Slices of life in the American occupation army in postWW II Germany as seen through the eyes of an impressionable young combat infantryman, matched with his mature observations of a rebuilt Germany 50 years later. Standifer, who chronicled his combat experiences in Not in Vain: A Rifleman Remembers World War II (not reviewed), served in the 94th Infantry Division in Germany, Czechoslovakia, and Bavaria after V-E Day. Germany was without food reserves or money, and its cities were in ruins. Millions of its men were in POW camps. Civilians survived by trading their possessions, services, and souvenirs with GIs (who ignored nonfraternization regulations) for coffee, cigarettes, and army rations. Standifer's narrative has many absorbing and vivid episodes, including some revealing exchanges with German POWs and a droll account of the Allied victory parade in Prague (General Patton allowed only combat veterans who had been rigorously drilled to take part, intending to best the marching skills of other Allied troops). The author, born in Mississippi, writes frankly about his growing rapport with the men in a black GI unit (at a time when the army was still segregated), and with equal frankness about his experiences with German women. An older Standifer (professor emeritus of horticulture at Louisiana State Univ.) ponders the loss of youth when he and his buddies left for the army as adolescents and returned from the war as ``old men,'' and the nature of the shared misery at the heart of war. He admits that, despite his grim surroundings, he enjoyed his service in the occupation forces. In general, he notes, he lived better as a soldier than he had in Depression-ravaged Mississippi, giving new life to the the old army bromide ``He found a home in the army.'' A deeply felt remembrance, recorded in an honest, unadorned manner.

Pub Date: March 1, 1997

ISBN: 0-8071-2094-4

Page Count: 272

Publisher: Louisiana State Univ.

Review Posted Online: May 20, 2010

Kirkus Reviews Issue: Jan. 1, 1997

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The author's youthfulness helps to assure the inevitable comparison with the Anne Frank diary although over and above the...


Elie Wiesel spent his early years in a small Transylvanian town as one of four children. 

He was the only one of the family to survive what Francois Maurois, in his introduction, calls the "human holocaust" of the persecution of the Jews, which began with the restrictions, the singularization of the yellow star, the enclosure within the ghetto, and went on to the mass deportations to the ovens of Auschwitz and Buchenwald. There are unforgettable and horrifying scenes here in this spare and sombre memoir of this experience of the hanging of a child, of his first farewell with his father who leaves him an inheritance of a knife and a spoon, and of his last goodbye at Buchenwald his father's corpse is already cold let alone the long months of survival under unconscionable conditions.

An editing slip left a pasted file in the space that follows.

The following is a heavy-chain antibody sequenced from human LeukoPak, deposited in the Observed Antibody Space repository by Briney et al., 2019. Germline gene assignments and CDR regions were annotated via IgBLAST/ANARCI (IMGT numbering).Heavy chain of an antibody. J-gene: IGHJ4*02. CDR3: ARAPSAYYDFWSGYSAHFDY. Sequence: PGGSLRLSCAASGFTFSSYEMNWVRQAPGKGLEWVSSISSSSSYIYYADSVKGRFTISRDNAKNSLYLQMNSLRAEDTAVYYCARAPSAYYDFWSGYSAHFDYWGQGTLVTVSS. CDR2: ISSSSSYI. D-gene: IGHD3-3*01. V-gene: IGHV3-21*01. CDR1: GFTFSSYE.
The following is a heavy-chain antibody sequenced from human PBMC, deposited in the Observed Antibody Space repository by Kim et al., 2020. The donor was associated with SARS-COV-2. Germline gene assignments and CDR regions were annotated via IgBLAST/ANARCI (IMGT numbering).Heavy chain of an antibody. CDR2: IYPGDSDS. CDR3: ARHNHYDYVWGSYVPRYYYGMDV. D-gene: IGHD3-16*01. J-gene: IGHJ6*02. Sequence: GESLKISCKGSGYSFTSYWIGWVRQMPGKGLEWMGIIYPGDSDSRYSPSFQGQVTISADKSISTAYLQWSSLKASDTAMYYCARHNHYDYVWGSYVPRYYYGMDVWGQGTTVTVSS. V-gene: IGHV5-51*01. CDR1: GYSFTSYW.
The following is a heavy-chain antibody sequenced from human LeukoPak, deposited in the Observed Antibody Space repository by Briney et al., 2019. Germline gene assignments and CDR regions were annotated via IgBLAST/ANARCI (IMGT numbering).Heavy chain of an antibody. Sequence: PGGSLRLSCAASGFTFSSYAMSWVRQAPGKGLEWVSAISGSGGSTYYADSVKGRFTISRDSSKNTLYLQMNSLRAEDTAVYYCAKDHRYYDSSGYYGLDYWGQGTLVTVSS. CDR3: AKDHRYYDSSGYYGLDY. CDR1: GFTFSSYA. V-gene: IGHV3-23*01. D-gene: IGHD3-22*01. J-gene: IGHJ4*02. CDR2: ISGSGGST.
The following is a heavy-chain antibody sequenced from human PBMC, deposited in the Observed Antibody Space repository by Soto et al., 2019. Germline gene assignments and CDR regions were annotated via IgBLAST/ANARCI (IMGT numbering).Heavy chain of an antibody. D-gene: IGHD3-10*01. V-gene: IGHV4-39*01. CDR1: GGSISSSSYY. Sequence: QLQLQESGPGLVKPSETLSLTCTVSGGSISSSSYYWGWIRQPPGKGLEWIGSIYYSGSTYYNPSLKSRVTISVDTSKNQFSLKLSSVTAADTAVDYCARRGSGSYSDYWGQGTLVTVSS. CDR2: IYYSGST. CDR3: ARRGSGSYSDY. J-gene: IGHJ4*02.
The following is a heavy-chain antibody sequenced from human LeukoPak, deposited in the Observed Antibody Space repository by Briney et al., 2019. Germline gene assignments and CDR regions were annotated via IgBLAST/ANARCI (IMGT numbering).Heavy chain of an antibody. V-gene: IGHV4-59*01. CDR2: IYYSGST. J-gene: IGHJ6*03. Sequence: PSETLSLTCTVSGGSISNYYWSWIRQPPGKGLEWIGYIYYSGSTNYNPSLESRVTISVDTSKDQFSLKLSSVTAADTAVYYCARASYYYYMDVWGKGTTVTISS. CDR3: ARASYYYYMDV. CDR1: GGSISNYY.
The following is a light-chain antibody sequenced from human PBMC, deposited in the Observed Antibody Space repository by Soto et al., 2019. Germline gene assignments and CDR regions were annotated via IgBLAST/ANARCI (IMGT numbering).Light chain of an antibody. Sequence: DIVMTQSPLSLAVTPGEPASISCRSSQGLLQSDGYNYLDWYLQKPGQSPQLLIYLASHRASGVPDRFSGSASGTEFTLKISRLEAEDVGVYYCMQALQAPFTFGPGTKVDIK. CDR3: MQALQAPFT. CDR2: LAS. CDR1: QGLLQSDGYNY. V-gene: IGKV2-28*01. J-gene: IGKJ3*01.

The author's youthfulness helps to assure the inevitable comparison with the Anne Frank diary although over and above the sphere of suffering shared, and in this case extended to the death march itself, there is no spiritual or emotional legacy here to offset any reader reluctance.

Pub Date: Jan. 16, 2006

ISBN: 0374500010

Page Count: 120

Publisher: Hill & Wang

Review Posted Online: Oct. 7, 2011

Kirkus Reviews Issue: Jan. 15, 2006

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For Howard Zinn, long-time civil rights and anti-war activist, history and ideology have a lot in common. Since he thinks that everything is in someone's interest, the historian—Zinn posits—has to figure out whose interests he or she is defining/defending/reconstructing (hence one of his previous books, The Politics of History). Zinn has no doubts about where he stands in this "people's history": "it is a history disrespectful of governments and respectful of people's movements of resistance." So what we get here, instead of the usual survey of wars, presidents, and institutions, is a survey of the usual rebellions, strikes, and protest movements. Zinn starts out by depicting the arrival of Columbus in North America from the standpoint of the Indians (which amounts to their standpoint as constructed from the observations of the Europeans); and, after easily establishing the cultural disharmony that ensued, he goes on to the importation of slaves into the colonies. Add the laborers and indentured servants that followed, plus women and later immigrants, and you have Zinn's amorphous constituency. To hear Zinn tell it, all anyone did in America at any time was to oppress or be oppressed; and so he obscures as much as his hated mainstream historical foes do—only in Zinn's case there is that absurd presumption that virtually everything that came to pass was the work of ruling-class planning: this amounts to one great indictment for conspiracy. Despite surface similarities, this is not a social history, since we get no sense of the fabric of life. Instead of negating the one-sided histories he detests, Zinn has merely reversed the image; the distortion remains.

Pub Date: Jan. 1, 1979

ISBN: 0061965588

Page Count: 772

Publisher: Harper & Row

Review Posted Online: May 26, 2012

Kirkus Reviews Issue: Jan. 1, 1979

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